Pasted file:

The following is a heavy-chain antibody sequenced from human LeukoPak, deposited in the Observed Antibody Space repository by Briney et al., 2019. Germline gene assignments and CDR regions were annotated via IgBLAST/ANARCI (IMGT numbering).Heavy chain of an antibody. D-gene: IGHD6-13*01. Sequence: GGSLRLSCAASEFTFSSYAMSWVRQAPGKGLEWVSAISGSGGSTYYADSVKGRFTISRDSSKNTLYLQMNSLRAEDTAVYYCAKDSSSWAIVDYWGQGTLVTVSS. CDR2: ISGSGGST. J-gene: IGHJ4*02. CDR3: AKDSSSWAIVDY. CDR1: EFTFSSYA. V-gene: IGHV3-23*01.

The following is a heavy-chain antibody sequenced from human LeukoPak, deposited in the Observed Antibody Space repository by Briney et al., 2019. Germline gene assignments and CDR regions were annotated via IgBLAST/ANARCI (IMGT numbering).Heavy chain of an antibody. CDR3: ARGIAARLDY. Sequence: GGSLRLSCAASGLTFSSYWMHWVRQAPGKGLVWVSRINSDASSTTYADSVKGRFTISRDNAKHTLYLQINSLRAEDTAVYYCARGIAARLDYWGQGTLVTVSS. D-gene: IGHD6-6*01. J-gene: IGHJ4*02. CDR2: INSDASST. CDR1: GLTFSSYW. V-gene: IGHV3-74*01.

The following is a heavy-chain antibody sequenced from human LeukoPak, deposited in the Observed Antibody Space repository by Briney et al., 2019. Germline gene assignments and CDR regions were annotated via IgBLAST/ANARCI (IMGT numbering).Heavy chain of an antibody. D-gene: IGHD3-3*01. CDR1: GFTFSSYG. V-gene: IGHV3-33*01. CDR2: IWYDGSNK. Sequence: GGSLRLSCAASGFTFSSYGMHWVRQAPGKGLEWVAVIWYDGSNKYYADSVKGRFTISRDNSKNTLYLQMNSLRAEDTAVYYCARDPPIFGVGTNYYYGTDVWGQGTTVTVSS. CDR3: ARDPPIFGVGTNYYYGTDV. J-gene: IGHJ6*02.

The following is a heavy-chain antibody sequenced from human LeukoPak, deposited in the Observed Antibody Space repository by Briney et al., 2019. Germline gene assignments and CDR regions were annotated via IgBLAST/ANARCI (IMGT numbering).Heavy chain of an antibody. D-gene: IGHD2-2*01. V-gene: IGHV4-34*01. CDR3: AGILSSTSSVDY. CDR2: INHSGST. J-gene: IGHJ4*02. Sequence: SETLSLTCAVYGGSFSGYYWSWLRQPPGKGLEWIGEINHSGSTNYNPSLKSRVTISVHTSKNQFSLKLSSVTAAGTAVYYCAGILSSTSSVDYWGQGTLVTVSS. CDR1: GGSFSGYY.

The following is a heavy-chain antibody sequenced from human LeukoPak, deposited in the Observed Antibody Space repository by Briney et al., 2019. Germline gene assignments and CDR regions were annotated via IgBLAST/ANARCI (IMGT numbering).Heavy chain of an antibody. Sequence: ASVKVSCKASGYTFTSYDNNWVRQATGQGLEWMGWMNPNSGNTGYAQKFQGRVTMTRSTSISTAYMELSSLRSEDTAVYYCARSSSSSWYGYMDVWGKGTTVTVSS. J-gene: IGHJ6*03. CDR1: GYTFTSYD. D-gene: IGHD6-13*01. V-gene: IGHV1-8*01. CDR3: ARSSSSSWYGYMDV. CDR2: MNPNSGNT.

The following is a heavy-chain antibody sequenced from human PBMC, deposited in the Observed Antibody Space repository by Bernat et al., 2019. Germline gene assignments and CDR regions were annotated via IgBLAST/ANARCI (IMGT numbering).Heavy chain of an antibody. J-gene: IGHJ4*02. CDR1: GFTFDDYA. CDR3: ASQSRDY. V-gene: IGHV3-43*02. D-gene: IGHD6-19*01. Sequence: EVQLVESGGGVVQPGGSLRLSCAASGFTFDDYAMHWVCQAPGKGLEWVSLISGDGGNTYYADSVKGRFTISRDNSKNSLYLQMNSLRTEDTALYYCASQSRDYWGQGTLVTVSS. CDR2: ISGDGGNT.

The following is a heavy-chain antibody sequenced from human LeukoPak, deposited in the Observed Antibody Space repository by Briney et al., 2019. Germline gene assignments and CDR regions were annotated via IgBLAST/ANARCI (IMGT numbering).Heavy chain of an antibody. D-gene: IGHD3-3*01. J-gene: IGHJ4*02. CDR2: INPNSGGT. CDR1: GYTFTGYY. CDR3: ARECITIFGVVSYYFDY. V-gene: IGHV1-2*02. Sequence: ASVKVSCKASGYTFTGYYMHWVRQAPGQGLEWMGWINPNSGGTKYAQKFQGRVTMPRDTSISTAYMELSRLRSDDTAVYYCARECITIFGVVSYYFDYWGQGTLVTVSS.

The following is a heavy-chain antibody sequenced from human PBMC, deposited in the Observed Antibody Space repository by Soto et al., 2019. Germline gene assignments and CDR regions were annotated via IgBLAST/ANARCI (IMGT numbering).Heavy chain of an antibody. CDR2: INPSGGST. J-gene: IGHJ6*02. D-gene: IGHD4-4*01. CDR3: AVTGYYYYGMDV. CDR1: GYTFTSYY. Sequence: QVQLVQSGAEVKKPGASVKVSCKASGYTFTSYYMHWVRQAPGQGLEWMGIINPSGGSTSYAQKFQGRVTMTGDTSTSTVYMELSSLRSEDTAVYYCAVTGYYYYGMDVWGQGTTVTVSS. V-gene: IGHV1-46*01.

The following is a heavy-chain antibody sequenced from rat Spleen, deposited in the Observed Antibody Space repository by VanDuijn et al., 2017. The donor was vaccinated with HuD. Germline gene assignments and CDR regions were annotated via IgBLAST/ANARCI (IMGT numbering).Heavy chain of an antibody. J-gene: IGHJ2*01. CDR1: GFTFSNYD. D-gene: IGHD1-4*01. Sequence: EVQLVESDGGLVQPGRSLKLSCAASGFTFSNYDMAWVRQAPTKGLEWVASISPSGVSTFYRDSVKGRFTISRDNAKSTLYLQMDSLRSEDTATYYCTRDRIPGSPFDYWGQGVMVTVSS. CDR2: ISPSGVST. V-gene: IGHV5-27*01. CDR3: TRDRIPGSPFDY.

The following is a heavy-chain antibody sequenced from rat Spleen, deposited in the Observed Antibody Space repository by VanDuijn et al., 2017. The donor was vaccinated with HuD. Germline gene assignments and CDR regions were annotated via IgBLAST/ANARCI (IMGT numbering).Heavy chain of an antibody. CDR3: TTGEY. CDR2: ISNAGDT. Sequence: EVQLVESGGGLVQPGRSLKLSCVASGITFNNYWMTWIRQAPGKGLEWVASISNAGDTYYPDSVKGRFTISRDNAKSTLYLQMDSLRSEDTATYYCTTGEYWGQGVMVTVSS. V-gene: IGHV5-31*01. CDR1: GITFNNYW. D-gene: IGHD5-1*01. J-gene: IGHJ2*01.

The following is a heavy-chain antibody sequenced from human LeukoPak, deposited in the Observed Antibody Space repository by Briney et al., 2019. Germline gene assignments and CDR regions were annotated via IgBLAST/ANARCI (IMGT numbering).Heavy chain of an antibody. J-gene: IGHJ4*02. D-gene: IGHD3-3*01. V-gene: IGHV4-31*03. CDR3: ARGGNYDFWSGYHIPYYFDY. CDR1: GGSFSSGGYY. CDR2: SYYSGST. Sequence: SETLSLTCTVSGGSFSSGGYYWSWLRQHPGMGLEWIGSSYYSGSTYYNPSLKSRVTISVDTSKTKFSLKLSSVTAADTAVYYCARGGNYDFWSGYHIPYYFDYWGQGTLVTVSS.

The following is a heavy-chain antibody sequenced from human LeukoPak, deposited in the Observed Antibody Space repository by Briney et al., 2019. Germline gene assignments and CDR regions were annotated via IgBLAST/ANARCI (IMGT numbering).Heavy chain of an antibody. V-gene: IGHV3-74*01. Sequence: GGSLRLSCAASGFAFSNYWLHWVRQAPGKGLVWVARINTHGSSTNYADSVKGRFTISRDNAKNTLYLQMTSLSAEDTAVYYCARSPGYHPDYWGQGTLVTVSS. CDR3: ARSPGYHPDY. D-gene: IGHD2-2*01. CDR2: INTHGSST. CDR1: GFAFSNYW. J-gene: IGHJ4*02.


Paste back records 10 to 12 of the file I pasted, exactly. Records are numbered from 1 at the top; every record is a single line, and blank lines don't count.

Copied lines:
The following is a heavy-chain antibody sequenced from rat Spleen, deposited in the Observed Antibody Space repository by VanDuijn et al., 2017. The donor was vaccinated with HuD. Germline gene assignments and CDR regions were annotated via IgBLAST/ANARCI (IMGT numbering).Heavy chain of an antibody. CDR3: TTGEY. CDR2: ISNAGDT. Sequence: EVQLVESGGGLVQPGRSLKLSCVASGITFNNYWMTWIRQAPGKGLEWVASISNAGDTYYPDSVKGRFTISRDNAKSTLYLQMDSLRSEDTATYYCTTGEYWGQGVMVTVSS. V-gene: IGHV5-31*01. CDR1: GITFNNYW. D-gene: IGHD5-1*01. J-gene: IGHJ2*01.

The following is a heavy-chain antibody sequenced from human LeukoPak, deposited in the Observed Antibody Space repository by Briney et al., 2019. Germline gene assignments and CDR regions were annotated via IgBLAST/ANARCI (IMGT numbering).Heavy chain of an antibody. J-gene: IGHJ4*02. D-gene: IGHD3-3*01. V-gene: IGHV4-31*03. CDR3: ARGGNYDFWSGYHIPYYFDY. CDR1: GGSFSSGGYY. CDR2: SYYSGST. Sequence: SETLSLTCTVSGGSFSSGGYYWSWLRQHPGMGLEWIGSSYYSGSTYYNPSLKSRVTISVDTSKTKFSLKLSSVTAADTAVYYCARGGNYDFWSGYHIPYYFDYWGQGTLVTVSS.

The following is a heavy-chain antibody sequenced from human LeukoPak, deposited in the Observed Antibody Space repository by Briney et al., 2019. Germline gene assignments and CDR regions were annotated via IgBLAST/ANARCI (IMGT numbering).Heavy chain of an antibody. V-gene: IGHV3-74*01. Sequence: GGSLRLSCAASGFAFSNYWLHWVRQAPGKGLVWVARINTHGSSTNYADSVKGRFTISRDNAKNTLYLQMTSLSAEDTAVYYCARSPGYHPDYWGQGTLVTVSS. CDR3: ARSPGYHPDY. D-gene: IGHD2-2*01. CDR2: INTHGSST. CDR1: GFAFSNYW. J-gene: IGHJ4*02.